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Charlie Palmieri

He was an authoritative voice in Latin American piano styles, an accomplished classical player, a fine arranger, ensemble player, and an inspired soloist.. For those familiar with his work in the salsa world, the melodic and harmonic ideas explored distinguish Palmieri as one of the great creative Latino voices. His technical prowess is truly astounding, with a variety of styles represented, including tango, bolero, cha cha and of course mambo. He was affectionately known as "The Giant of the Keyboard," and he was that.

Nine years senior to his famous brother Eddie Palmieri, Carlos Manuel Palmieri was born of Puerto Rican parentage in New York on November 12th 1927. A child musical prodigy who could faultlessly copy a piece on the piano by ear, he began piano lessons at the age of six and later studied at the Juilliard School of Music. During the 1940s and '50s he worked as a sideman with Rafael Muñoz, Xavier Cugat, Tito Puente, Pupi Campo, Tito Rodriguez, Vicentico Valdés and Pete Terrace, among others. In 1948 he made eight Latin jazz-oriented recordings for the Alba label with his first band Conjunto Pin Pin featuring Sabú Martinez on conga, which were collected in the album “El Fantastico Charlie Palmieri” on Tropical Records.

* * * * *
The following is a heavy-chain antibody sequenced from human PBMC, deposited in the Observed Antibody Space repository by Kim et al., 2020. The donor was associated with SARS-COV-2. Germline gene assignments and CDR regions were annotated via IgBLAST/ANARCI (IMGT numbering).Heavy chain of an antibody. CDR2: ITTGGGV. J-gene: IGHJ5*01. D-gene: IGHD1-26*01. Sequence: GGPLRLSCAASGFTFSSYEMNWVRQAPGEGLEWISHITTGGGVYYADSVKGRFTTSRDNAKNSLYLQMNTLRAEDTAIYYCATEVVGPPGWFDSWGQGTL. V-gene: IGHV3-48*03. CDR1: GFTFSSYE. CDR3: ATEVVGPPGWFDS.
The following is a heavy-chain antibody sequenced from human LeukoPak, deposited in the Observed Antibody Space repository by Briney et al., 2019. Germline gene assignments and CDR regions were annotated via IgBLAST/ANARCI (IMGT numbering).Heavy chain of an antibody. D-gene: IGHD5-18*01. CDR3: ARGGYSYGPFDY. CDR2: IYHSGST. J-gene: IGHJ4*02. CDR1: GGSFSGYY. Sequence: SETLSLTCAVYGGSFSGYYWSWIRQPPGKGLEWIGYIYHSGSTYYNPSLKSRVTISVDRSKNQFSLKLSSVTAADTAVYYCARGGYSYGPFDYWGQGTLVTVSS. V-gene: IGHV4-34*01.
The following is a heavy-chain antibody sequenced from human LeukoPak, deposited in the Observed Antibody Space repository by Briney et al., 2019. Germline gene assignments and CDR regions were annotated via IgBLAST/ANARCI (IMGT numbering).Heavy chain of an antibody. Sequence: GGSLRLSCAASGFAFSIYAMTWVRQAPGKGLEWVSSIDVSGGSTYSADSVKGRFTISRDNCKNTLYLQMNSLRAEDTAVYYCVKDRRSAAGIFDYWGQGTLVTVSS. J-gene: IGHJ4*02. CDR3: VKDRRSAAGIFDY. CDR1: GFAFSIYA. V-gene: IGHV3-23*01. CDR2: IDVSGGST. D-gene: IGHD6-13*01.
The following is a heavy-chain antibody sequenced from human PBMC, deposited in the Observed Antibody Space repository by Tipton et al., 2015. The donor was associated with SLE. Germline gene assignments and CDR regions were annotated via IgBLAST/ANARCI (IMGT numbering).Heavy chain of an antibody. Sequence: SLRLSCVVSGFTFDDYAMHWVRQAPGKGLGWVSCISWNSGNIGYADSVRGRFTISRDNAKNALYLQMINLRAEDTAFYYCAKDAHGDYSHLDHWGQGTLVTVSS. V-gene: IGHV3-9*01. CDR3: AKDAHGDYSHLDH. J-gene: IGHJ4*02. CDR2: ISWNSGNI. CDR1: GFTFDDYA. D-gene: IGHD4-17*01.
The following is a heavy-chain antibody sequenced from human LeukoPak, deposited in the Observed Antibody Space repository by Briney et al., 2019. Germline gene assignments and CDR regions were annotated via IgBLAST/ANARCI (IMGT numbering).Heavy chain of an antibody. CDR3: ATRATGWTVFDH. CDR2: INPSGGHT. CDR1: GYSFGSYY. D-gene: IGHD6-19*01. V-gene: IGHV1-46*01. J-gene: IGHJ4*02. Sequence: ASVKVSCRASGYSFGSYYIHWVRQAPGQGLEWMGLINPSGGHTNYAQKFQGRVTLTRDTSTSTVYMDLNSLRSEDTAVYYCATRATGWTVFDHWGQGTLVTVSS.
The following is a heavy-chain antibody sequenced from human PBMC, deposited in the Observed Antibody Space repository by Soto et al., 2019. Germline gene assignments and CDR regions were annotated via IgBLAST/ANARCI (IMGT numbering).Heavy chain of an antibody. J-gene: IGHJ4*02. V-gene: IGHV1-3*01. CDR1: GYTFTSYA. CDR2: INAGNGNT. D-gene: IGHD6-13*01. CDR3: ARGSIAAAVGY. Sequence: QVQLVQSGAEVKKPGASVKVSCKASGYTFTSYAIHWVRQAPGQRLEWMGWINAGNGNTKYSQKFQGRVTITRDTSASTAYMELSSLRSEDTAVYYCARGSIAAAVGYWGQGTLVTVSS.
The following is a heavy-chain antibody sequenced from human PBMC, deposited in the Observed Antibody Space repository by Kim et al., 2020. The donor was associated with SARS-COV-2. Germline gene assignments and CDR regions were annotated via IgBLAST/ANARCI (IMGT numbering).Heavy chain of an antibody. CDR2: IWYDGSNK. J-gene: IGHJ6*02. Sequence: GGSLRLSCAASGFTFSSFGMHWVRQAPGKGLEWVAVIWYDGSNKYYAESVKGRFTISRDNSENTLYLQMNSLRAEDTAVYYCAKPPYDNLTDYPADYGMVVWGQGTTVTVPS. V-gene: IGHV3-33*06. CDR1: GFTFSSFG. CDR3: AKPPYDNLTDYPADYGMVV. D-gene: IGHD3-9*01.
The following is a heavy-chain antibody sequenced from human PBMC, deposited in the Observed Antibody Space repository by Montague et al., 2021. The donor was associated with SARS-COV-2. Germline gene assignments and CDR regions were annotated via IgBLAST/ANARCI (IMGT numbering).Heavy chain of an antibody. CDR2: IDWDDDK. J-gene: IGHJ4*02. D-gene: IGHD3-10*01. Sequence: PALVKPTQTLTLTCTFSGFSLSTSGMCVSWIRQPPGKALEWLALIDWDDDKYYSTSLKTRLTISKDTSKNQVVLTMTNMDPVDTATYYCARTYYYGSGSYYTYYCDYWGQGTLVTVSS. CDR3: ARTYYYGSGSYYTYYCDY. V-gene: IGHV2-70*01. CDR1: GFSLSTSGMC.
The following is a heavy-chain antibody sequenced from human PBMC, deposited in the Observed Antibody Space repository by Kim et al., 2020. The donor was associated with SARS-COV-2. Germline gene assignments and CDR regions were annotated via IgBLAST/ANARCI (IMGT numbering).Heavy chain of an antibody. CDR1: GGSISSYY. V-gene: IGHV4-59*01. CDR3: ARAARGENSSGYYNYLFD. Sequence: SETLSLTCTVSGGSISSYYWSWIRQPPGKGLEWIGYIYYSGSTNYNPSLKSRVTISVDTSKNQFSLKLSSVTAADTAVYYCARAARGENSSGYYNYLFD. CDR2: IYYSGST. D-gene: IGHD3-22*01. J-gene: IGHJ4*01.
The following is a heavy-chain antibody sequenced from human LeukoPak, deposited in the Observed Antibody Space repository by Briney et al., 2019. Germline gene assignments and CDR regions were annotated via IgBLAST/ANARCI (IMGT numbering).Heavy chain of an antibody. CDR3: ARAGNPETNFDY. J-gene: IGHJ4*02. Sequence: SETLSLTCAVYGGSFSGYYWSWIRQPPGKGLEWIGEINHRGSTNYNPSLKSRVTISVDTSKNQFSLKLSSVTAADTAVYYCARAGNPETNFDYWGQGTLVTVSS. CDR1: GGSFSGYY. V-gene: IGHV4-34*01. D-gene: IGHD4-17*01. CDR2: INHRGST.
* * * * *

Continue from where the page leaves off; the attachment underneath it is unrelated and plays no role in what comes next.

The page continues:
Also in the Latin jazz vein, he made “Easy Does It” as leader of The Charlie Palmieri Quartet on Gone Records in 1959. Meanwhile, successful tours in the late '50s by the flute and fiddles charanga bands of Cuba's José Fajardo and Orquesta Aragón kick-started New York City's 1960- 64 charanga boom with Charlie's newly formed Charanga La Duboney leading the pack.

Charlie made his album debut with Charanga La Duboney in 1960 on United Artists with “Let's Dance The Charanga!” Charlie then took La Duboney to the Alegre label for three original and swinging volumes between 1961 and 1963. In addition he became the musical director of a series of groundbreaking studio descarga (Latin jam session) albums by the Alegre All Stars.

When the charanga fad abated in the mid-'60s, Charlie joined the "swing to brass" and replaced the flute and violins with three trumpets and two trombones to form the Duboney Orchestra for 1965's “Tengo Maquina Y Voy A 60,” on Alegre. Albums on BG, Tico, Atlantic and Mary Lou followed, but by the end of the decade, Charlie's career was in the doldrums. Tito Puente gave him a boost when he hired him as the musical conductor for his television show El Mundo De Tito Puente. When the series finished, Charlie started a parallel career as a lecturer in Latin music and culture.

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